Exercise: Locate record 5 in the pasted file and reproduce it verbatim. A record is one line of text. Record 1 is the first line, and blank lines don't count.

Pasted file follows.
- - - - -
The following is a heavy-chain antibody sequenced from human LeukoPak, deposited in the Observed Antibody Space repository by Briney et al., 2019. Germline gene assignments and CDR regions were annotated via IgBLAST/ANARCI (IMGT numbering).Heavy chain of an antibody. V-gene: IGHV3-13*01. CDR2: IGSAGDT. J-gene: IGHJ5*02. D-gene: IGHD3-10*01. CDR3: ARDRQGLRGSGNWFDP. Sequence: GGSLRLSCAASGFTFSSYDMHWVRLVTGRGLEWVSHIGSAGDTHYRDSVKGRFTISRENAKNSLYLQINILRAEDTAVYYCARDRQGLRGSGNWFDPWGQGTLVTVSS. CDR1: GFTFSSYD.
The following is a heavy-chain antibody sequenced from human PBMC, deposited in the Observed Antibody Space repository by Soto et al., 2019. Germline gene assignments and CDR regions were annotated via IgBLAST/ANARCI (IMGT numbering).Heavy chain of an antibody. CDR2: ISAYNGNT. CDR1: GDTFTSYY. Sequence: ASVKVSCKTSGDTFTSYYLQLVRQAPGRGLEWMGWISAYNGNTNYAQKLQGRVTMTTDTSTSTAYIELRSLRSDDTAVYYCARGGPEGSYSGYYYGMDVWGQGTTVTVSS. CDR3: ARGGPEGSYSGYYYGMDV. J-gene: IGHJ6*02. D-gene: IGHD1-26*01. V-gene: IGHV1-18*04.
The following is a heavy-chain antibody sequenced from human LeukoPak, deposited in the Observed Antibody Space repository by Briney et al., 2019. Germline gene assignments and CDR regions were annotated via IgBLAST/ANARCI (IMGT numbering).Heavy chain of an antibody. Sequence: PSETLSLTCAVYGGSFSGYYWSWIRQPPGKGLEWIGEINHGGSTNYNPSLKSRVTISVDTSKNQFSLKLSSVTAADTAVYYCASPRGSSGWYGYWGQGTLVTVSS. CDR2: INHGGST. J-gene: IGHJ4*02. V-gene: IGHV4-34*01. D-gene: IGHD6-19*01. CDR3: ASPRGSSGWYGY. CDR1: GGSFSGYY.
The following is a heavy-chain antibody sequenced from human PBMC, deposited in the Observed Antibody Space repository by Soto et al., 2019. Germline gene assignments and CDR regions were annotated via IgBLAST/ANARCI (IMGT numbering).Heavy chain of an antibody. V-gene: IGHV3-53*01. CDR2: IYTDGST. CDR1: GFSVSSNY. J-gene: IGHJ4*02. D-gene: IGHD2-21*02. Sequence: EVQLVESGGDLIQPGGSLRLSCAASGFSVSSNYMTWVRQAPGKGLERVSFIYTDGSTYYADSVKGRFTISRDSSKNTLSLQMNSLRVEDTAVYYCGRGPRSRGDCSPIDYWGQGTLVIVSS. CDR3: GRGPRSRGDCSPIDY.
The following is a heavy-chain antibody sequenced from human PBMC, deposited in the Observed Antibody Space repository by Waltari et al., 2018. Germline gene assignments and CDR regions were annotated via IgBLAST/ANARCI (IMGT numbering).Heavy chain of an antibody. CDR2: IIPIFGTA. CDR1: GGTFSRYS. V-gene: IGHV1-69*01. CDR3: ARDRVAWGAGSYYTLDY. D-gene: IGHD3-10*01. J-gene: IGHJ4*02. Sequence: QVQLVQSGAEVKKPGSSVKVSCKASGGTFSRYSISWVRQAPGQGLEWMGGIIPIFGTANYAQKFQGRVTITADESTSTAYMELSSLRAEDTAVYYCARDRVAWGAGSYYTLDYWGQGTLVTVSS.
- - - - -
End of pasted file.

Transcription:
The following is a heavy-chain antibody sequenced from human PBMC, deposited in the Observed Antibody Space repository by Waltari et al., 2018. Germline gene assignments and CDR regions were annotated via IgBLAST/ANARCI (IMGT numbering).Heavy chain of an antibody. CDR2: IIPIFGTA. CDR1: GGTFSRYS. V-gene: IGHV1-69*01. CDR3: ARDRVAWGAGSYYTLDY. D-gene: IGHD3-10*01. J-gene: IGHJ4*02. Sequence: QVQLVQSGAEVKKPGSSVKVSCKASGGTFSRYSISWVRQAPGQGLEWMGGIIPIFGTANYAQKFQGRVTITADESTSTAYMELSSLRAEDTAVYYCARDRVAWGAGSYYTLDYWGQGTLVTVSS.